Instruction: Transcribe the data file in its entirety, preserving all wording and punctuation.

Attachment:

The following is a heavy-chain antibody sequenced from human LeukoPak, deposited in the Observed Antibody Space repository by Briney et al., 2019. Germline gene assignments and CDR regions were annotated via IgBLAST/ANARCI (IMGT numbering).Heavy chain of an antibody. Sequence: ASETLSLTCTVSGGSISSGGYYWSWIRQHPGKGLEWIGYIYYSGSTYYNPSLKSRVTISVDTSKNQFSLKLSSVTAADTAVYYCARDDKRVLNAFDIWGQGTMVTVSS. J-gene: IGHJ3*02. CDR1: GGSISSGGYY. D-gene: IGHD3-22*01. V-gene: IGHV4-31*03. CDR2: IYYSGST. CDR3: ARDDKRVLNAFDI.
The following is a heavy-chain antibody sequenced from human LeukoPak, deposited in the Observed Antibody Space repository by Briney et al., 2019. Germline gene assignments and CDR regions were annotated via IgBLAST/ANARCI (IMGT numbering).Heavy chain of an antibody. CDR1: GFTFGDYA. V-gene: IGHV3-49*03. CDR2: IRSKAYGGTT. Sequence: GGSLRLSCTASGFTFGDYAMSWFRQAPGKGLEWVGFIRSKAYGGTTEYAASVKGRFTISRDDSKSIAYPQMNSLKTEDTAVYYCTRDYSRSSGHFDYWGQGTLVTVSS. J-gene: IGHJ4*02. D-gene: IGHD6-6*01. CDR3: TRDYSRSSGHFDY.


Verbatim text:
The following is a heavy-chain antibody sequenced from human LeukoPak, deposited in the Observed Antibody Space repository by Briney et al., 2019. Germline gene assignments and CDR regions were annotated via IgBLAST/ANARCI (IMGT numbering).Heavy chain of an antibody. Sequence: ASETLSLTCTVSGGSISSGGYYWSWIRQHPGKGLEWIGYIYYSGSTYYNPSLKSRVTISVDTSKNQFSLKLSSVTAADTAVYYCARDDKRVLNAFDIWGQGTMVTVSS. J-gene: IGHJ3*02. CDR1: GGSISSGGYY. D-gene: IGHD3-22*01. V-gene: IGHV4-31*03. CDR2: IYYSGST. CDR3: ARDDKRVLNAFDI.
The following is a heavy-chain antibody sequenced from human LeukoPak, deposited in the Observed Antibody Space repository by Briney et al., 2019. Germline gene assignments and CDR regions were annotated via IgBLAST/ANARCI (IMGT numbering).Heavy chain of an antibody. CDR1: GFTFGDYA. V-gene: IGHV3-49*03. CDR2: IRSKAYGGTT. Sequence: GGSLRLSCTASGFTFGDYAMSWFRQAPGKGLEWVGFIRSKAYGGTTEYAASVKGRFTISRDDSKSIAYPQMNSLKTEDTAVYYCTRDYSRSSGHFDYWGQGTLVTVSS. J-gene: IGHJ4*02. D-gene: IGHD6-6*01. CDR3: TRDYSRSSGHFDY.